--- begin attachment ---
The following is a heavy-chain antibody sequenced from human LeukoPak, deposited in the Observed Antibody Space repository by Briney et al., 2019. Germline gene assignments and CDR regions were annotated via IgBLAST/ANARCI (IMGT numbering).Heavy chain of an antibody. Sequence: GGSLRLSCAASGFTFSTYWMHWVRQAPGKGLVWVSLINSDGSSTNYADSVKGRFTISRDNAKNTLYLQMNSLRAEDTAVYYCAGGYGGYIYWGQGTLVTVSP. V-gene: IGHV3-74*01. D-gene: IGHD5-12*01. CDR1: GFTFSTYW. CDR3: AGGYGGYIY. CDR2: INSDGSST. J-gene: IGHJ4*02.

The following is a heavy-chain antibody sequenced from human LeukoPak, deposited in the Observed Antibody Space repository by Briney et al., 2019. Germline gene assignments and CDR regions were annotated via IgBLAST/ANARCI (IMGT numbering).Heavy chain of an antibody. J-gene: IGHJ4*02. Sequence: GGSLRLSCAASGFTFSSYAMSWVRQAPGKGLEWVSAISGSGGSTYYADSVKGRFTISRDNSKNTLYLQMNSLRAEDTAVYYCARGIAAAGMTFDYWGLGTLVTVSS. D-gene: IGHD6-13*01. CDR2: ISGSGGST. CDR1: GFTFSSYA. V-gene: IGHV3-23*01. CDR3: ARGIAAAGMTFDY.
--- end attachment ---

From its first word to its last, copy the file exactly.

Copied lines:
The following is a heavy-chain antibody sequenced from human LeukoPak, deposited in the Observed Antibody Space repository by Briney et al., 2019. Germline gene assignments and CDR regions were annotated via IgBLAST/ANARCI (IMGT numbering).Heavy chain of an antibody. Sequence: GGSLRLSCAASGFTFSTYWMHWVRQAPGKGLVWVSLINSDGSSTNYADSVKGRFTISRDNAKNTLYLQMNSLRAEDTAVYYCAGGYGGYIYWGQGTLVTVSP. V-gene: IGHV3-74*01. D-gene: IGHD5-12*01. CDR1: GFTFSTYW. CDR3: AGGYGGYIY. CDR2: INSDGSST. J-gene: IGHJ4*02.

The following is a heavy-chain antibody sequenced from human LeukoPak, deposited in the Observed Antibody Space repository by Briney et al., 2019. Germline gene assignments and CDR regions were annotated via IgBLAST/ANARCI (IMGT numbering).Heavy chain of an antibody. J-gene: IGHJ4*02. Sequence: GGSLRLSCAASGFTFSSYAMSWVRQAPGKGLEWVSAISGSGGSTYYADSVKGRFTISRDNSKNTLYLQMNSLRAEDTAVYYCARGIAAAGMTFDYWGLGTLVTVSS. D-gene: IGHD6-13*01. CDR2: ISGSGGST. CDR1: GFTFSSYA. V-gene: IGHV3-23*01. CDR3: ARGIAAAGMTFDY.